Don’t just archive your content, use it when you need it

Whether you are dealing with student records, registration forms, accounting files, financial aid or any other departmental processes, the most efficient way to use the information and get it to your main system is to scan the documents at the time they are created or received.

If you wait until the end of the process, many people across your organization will have photocopied, faxed, emailed, sorted, filed and re-filed, creating massive amounts of unnecessary work, expense and wasted resources.

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The top 5 mistaken beliefs about content management

Your university may or may not have a strategy for managing content, the unstructured information streaming in and out of all areas of your campus on a daily basis. It’s likely you at least have a partial strategy where one or more of your departments is capturing and storing some type of unstructured information for later retrieval.

In a world where the use of digital channels is enabling organizations to synthesize large amounts of information in seconds, universities are making it a top priority to gain control of that rogue 80%, which is the approximate amount of unstructured information slipping through the cracks. This information is not easily accessible because it is scattered and isolated in departmental or personal file systems. This is the information employees need to do their jobs.

Information management 20% structured 80% unstructured information

University structured v. unstructured content

Content management services and software technologies have adapted to changing business environments so quickly over the past ten years, it is difficult to keep up with where the capabilities lie today. The following are five mistaken beliefs about content management and the facts that dispel those beliefs.

5. Content management is mostly beneficial for scanning and archiving documents.

Content management covers the lifecycle of information from creation and publication to archival and eventual disposal. One of the largest benefits of content management is enabling workflow automation. A perfect example is when someone in your organization wants to buy something. The individual begins to create documentation such as pricing research, correspondence, a requisition, purchase order, invoice and a contract to name a few. With workflow automation, these supporting documents are captured, routed and accessed interdepartmentally for approval, payment and auditing. Transactions are processed in hours or days instead of weeks.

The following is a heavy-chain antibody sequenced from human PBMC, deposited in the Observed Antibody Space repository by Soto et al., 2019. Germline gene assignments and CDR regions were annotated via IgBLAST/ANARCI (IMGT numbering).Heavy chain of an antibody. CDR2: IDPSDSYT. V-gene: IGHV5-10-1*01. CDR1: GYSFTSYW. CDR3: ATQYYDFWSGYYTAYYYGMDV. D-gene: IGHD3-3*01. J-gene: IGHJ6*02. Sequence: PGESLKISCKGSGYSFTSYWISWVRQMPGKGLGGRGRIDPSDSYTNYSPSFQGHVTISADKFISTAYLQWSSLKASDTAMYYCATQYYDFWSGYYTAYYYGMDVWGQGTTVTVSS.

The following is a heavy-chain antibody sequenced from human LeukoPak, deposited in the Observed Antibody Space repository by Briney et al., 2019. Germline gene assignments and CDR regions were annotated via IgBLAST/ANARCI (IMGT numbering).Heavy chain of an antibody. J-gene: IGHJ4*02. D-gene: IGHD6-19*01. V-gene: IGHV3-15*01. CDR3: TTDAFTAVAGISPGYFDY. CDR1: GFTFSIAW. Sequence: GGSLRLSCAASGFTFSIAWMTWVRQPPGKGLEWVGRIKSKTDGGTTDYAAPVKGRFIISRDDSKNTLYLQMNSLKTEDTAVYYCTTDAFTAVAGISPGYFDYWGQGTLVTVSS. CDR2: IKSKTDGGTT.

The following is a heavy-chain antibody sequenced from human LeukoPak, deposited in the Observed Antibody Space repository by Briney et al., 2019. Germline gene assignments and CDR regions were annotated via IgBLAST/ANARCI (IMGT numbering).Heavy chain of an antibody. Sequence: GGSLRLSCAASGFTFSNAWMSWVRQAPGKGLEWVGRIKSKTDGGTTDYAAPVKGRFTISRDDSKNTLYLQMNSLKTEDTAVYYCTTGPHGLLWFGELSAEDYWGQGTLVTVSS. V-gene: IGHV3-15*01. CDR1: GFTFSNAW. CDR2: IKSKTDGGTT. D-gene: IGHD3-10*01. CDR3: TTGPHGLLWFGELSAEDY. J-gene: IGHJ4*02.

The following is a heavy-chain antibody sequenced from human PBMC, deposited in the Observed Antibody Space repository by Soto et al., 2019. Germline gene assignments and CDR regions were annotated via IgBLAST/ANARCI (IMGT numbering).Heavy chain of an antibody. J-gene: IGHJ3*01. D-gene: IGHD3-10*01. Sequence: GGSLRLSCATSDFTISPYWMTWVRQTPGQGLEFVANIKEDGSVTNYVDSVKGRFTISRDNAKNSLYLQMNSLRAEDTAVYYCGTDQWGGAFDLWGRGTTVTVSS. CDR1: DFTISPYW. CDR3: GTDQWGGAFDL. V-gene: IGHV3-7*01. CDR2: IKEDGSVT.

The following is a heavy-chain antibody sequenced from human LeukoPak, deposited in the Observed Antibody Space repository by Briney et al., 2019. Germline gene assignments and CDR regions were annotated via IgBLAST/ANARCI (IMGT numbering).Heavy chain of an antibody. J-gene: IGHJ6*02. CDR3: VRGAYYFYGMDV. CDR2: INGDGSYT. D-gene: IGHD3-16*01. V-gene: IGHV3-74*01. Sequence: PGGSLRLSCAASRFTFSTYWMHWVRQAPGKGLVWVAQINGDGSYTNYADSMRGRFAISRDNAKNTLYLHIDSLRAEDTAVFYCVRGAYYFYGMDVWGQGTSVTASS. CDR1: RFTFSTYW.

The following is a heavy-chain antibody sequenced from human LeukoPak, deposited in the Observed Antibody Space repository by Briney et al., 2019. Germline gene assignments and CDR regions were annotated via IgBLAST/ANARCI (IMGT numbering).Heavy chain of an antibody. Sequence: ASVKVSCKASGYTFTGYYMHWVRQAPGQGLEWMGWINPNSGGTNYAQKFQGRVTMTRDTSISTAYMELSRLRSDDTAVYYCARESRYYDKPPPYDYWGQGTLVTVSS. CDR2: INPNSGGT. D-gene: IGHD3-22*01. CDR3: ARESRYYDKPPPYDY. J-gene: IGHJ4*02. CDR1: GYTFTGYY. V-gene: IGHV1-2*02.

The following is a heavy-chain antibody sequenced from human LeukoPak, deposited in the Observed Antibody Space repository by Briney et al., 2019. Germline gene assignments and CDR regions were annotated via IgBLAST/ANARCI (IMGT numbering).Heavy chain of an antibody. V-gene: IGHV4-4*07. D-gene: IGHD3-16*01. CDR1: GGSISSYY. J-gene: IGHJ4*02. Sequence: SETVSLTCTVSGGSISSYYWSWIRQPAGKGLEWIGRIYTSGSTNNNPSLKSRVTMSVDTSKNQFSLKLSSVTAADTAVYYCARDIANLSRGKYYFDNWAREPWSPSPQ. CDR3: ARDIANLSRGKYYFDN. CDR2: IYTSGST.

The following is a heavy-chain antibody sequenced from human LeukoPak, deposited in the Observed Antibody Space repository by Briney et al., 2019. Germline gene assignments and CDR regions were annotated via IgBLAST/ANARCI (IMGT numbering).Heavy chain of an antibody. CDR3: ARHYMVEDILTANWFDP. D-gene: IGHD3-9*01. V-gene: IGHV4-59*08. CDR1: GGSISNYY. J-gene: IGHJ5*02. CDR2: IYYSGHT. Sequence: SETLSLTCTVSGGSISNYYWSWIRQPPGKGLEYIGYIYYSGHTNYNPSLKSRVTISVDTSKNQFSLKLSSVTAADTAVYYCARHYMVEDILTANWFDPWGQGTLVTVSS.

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When In Doubt, Ask the User: And You Should Always be in Doubt

It’s a fact of life: Developers don’t always understand the end-user experience. Software programmers, as a group, are more comfortable designing and writing code against a written specification.

“The spec says to put the log file in directory XYZ, so that’s where I’ll put the log file.”

We are all sometimes guilty of this kind of thinking: “Well, the project plan doesn’t require a UI for the config file, so maybe I can get away without one, even though I know it will make life easier for everybody but me (because I have to create it)…” but it will always return to bite you in the backside. If there’s a concern in the back of your mind that you are maybe not doing the right thing, don’t just rely on the written documentation, go check with somebody.

The developer doesn’t always have direct access to the customers (and sometimes for very good reasons), but on each and every project we undertake, there should be a person (or even a group in a large organization) who is the Customer Advocate.

The role of the Customer Advocate could be performed by the Project Manager, the QA Dept, Tech Support,  the Product Marketing group, the Program Manager, or even, *gasp*, the customer. This role is crucial in helping make informed decisions about the product you are working on; this person is helping the customer “scratch” the “itch” which caused them to want to buy your product or engage your services.

Don’t just assume that your idea is going to work, check with somebody. A sample size of two is infinitely better than just you and your keyboard.

What brought all this to mind was a simple poll my boss sent out on LinkedIn, asking folks which additional vendor we might invite to our annual ECM Conference (NEXUS 2009). Instead of just guessing, he put out a poll.

Anybody who’s taken a Statistics class could argue with the methodology, but the point of this particular poll is not to predict a presidential election, but rather to solicit input and get some guidance.

This kind of thing can only make your software better.

If you want to see the LinkedIn Poll, you can try it out here

Martin O. Waldron
Program Manager, SW Development
ImageSource, Inc.

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